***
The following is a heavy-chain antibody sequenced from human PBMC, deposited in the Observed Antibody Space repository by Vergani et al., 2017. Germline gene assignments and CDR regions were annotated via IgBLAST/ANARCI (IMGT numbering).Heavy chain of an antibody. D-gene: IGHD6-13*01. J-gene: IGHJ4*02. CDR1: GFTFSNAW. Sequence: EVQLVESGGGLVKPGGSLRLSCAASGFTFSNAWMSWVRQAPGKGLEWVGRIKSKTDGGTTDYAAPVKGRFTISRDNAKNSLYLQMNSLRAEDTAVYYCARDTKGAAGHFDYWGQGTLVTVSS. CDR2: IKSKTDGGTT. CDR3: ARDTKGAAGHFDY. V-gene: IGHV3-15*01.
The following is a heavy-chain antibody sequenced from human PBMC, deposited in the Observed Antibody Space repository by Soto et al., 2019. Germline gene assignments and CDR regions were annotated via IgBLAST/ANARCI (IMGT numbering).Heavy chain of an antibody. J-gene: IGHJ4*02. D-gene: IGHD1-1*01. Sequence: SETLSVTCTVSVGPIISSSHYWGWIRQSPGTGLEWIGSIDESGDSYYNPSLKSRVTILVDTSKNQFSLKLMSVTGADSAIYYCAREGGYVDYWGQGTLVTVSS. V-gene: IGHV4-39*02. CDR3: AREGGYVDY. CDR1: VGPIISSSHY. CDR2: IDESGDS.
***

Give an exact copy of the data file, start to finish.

The following is a heavy-chain antibody sequenced from human PBMC, deposited in the Observed Antibody Space repository by Vergani et al., 2017. Germline gene assignments and CDR regions were annotated via IgBLAST/ANARCI (IMGT numbering).Heavy chain of an antibody. D-gene: IGHD6-13*01. J-gene: IGHJ4*02. CDR1: GFTFSNAW. Sequence: EVQLVESGGGLVKPGGSLRLSCAASGFTFSNAWMSWVRQAPGKGLEWVGRIKSKTDGGTTDYAAPVKGRFTISRDNAKNSLYLQMNSLRAEDTAVYYCARDTKGAAGHFDYWGQGTLVTVSS. CDR2: IKSKTDGGTT. CDR3: ARDTKGAAGHFDY. V-gene: IGHV3-15*01.
The following is a heavy-chain antibody sequenced from human PBMC, deposited in the Observed Antibody Space repository by Soto et al., 2019. Germline gene assignments and CDR regions were annotated via IgBLAST/ANARCI (IMGT numbering).Heavy chain of an antibody. J-gene: IGHJ4*02. D-gene: IGHD1-1*01. Sequence: SETLSVTCTVSVGPIISSSHYWGWIRQSPGTGLEWIGSIDESGDSYYNPSLKSRVTILVDTSKNQFSLKLMSVTGADSAIYYCAREGGYVDYWGQGTLVTVSS. V-gene: IGHV4-39*02. CDR3: AREGGYVDY. CDR1: VGPIISSSHY. CDR2: IDESGDS.